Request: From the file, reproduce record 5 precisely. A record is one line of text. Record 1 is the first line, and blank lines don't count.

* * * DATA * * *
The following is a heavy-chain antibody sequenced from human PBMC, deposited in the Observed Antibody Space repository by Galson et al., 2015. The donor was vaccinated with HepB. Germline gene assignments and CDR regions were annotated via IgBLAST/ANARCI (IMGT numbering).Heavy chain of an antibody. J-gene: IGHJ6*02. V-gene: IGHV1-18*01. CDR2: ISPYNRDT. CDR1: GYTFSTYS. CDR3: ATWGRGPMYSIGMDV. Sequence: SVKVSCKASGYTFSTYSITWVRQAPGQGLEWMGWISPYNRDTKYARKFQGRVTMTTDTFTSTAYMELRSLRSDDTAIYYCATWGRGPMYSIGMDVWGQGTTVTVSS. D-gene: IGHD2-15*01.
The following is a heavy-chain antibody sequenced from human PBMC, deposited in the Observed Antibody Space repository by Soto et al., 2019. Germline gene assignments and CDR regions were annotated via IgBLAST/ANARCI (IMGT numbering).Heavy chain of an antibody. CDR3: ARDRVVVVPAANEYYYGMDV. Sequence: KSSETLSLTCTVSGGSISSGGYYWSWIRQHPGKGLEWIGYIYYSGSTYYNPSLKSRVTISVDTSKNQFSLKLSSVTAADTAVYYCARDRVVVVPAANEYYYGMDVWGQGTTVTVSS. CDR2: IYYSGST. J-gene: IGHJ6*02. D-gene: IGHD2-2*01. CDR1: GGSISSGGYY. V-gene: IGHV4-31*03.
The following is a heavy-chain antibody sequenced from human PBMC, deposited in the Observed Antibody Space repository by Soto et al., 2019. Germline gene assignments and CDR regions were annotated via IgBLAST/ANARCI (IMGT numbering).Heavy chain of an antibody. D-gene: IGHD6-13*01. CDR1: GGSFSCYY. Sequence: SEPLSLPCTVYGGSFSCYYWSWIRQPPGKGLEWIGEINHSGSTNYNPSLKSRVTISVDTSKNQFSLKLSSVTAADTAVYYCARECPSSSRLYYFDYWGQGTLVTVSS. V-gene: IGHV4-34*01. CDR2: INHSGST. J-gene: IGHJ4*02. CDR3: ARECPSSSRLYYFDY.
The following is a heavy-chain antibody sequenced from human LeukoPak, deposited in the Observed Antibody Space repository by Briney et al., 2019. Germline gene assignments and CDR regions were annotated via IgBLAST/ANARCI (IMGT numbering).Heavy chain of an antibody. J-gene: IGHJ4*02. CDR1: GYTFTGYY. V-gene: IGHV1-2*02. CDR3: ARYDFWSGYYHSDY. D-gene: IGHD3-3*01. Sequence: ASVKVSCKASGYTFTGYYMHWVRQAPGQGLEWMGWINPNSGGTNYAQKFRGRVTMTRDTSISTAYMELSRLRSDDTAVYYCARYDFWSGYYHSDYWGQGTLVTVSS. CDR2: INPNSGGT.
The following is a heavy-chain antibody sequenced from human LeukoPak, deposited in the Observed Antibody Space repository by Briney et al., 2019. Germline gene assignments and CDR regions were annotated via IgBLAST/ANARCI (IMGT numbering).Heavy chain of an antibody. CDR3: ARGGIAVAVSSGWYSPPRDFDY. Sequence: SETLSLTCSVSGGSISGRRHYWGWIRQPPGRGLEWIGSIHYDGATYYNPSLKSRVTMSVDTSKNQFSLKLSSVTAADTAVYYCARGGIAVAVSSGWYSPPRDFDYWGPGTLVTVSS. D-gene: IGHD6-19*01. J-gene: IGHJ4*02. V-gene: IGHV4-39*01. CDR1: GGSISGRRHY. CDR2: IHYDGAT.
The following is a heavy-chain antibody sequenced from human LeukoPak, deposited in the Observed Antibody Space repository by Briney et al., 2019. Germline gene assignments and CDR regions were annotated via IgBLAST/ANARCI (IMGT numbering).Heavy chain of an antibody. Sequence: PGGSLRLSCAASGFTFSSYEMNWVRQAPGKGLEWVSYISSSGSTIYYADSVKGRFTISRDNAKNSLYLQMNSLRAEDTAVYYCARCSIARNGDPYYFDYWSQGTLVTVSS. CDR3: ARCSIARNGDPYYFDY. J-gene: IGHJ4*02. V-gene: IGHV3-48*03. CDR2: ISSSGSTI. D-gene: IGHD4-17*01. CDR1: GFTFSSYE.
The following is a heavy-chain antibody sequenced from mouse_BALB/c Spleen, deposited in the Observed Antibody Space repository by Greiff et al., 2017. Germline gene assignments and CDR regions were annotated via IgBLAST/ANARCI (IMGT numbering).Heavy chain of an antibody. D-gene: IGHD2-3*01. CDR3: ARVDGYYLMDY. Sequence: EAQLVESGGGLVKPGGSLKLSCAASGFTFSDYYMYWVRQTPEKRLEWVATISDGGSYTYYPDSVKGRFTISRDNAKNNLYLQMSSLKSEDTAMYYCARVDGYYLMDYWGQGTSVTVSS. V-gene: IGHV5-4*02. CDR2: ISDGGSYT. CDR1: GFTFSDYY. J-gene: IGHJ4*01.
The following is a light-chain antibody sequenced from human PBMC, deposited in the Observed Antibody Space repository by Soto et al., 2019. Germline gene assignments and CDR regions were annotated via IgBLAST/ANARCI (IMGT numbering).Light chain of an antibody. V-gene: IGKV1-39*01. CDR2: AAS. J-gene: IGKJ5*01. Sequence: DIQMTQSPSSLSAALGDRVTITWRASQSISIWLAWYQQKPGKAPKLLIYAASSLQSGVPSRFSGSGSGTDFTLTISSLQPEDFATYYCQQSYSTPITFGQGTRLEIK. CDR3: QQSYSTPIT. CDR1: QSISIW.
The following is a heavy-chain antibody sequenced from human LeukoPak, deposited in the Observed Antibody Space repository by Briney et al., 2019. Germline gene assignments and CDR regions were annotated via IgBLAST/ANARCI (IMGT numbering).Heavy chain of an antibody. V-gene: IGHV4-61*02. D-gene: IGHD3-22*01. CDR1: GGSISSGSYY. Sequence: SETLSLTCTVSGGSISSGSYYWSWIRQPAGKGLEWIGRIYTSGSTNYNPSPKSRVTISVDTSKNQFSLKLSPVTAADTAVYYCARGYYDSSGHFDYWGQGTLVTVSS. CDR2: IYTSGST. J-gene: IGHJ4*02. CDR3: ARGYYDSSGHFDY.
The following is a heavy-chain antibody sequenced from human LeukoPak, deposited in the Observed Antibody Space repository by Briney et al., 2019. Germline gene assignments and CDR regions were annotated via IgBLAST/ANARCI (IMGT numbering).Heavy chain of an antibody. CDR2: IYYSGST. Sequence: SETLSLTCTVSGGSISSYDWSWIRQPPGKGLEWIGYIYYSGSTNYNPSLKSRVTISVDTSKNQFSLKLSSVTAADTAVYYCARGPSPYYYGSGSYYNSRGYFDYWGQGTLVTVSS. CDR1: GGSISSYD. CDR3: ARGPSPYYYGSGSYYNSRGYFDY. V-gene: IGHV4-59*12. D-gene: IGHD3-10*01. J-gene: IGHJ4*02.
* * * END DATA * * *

The following is a heavy-chain antibody sequenced from human LeukoPak, deposited in the Observed Antibody Space repository by Briney et al., 2019. Germline gene assignments and CDR regions were annotated via IgBLAST/ANARCI (IMGT numbering).Heavy chain of an antibody. CDR3: ARGGIAVAVSSGWYSPPRDFDY. Sequence: SETLSLTCSVSGGSISGRRHYWGWIRQPPGRGLEWIGSIHYDGATYYNPSLKSRVTMSVDTSKNQFSLKLSSVTAADTAVYYCARGGIAVAVSSGWYSPPRDFDYWGPGTLVTVSS. D-gene: IGHD6-19*01. J-gene: IGHJ4*02. V-gene: IGHV4-39*01. CDR1: GGSISGRRHY. CDR2: IHYDGAT.